Setting Expectations

Janet Yellen (left). Photo courtesy of US Dept of Treasury.

Janet Yellen (left). Photo courtesy of US Dept of Treasury.

Last week at the Federal Reserve conference in Boston, Janet Yellen began the process of preparing us emotionally for high inflation. In her jargony, government-speak, she said that running a “high pressure” economy may be called for.

Translation: buckle up, because it’s gonna get real bumpy up in here.

Whatever your view of the Fed (pillar of US financial strength or babbling bunch of blowhards?) one fact is unassailable: they’ve piloted us far into uncharted waters. In the years before and after the Global Financial Crisis, we’ve seen unprecedented US currency creation and expansion in The Fed’s scope of operation.

While in Boston, Yellen said a few other things that support this notion. She called upon economists to study what Fed interest rate policy and financial oversight can do to reduce the frequency and severity of future crises, and to contemplate why the influence of labor-market conditions on inflation seems to be weaker than had been thought before the financial crisis.

Really? Ms. Yellen, the Fed created trillions of US dollars out of thin air, handed a huge pile of them to the big banks without meaningful terms, and you’re asking these questions NOW? I’m sensing you may be a little confused about what your job actually is.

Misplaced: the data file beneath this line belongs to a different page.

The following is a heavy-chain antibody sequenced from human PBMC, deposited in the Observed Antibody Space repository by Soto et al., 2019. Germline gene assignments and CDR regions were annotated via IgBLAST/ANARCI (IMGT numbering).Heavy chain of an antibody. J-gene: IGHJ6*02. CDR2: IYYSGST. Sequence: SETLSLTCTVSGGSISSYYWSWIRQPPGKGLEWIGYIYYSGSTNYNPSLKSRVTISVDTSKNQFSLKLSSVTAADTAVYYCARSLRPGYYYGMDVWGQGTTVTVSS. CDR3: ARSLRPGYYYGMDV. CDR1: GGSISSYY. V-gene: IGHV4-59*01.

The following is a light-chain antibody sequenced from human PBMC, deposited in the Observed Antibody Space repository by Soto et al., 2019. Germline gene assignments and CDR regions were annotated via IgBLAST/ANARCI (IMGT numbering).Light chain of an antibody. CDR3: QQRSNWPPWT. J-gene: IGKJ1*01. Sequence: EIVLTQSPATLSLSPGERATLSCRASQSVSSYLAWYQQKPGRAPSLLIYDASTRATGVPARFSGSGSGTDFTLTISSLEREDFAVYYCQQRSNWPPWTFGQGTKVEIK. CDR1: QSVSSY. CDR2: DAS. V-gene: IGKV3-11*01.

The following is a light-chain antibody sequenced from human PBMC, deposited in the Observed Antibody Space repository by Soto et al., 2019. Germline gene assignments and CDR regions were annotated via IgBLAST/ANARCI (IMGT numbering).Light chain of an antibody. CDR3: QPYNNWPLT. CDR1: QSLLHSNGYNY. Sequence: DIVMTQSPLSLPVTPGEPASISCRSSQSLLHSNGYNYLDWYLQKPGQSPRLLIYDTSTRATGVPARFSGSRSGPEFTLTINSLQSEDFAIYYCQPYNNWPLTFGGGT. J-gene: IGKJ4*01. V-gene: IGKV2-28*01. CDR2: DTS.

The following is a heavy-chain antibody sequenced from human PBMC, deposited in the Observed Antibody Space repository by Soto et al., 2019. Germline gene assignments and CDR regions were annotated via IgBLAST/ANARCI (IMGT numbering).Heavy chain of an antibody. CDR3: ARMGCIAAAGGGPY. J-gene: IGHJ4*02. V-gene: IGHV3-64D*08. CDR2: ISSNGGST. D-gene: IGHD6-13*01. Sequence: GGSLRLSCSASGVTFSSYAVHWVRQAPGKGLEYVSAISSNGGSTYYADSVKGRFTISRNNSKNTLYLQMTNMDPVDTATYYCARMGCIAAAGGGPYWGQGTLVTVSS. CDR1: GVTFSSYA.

Yellen also said more study was needed on how the Fed could influence expectations of future interest rates and inflation. And now we’ve come to the heart of it. Yellen and her colleagues really don’t have any idea what’s going to happen next, but in an effort to preserve what thread of confidence the world may have left in them, they’re trying to prepare us for a sharp decline in the purchasing power of our dollars. They are sales people for the government, and they’re setting expectations for high inflation.

All this while telling us there is no inflation right now, so don’t look for a COLA increase in your Social Security benefit this year.

I just read two articles on how far the labor market has tightened and how Wal-Mart is raising non-managerial employee pay 16%. I’m no economist, but I’m pretty sure that’s an indication that there is a little inflation. By the way, nobody I’ve talked to about this believes there is no inflation.

Commodity prices fell off a cliff in 2014. Yes, this is an indication of a deflationary trend. However, while the global economy has clearly stagnated, the US economy and financial markets have remained remarkably resilient, and we’ve staved off the next recession for much longer than would be expected, statistically speaking.  But don’t kid yourself.  The fact that it hasn’t blown up yet is not evidence that The Fed is in control of the situation.  Au contraire, thanks in large part to their policies, we could conceivably end up with two for the price of one, deflating financial asset prices and decreasing currency value.

While deflation is a major concern, in the economy and especially in the financial markets, inflation, or put in real terms, the decline in purchasing power of our currency, also remains a palpable concern. At least for me it does. Even if not so much for The Fed. Janet doesn’t have to set my expectations.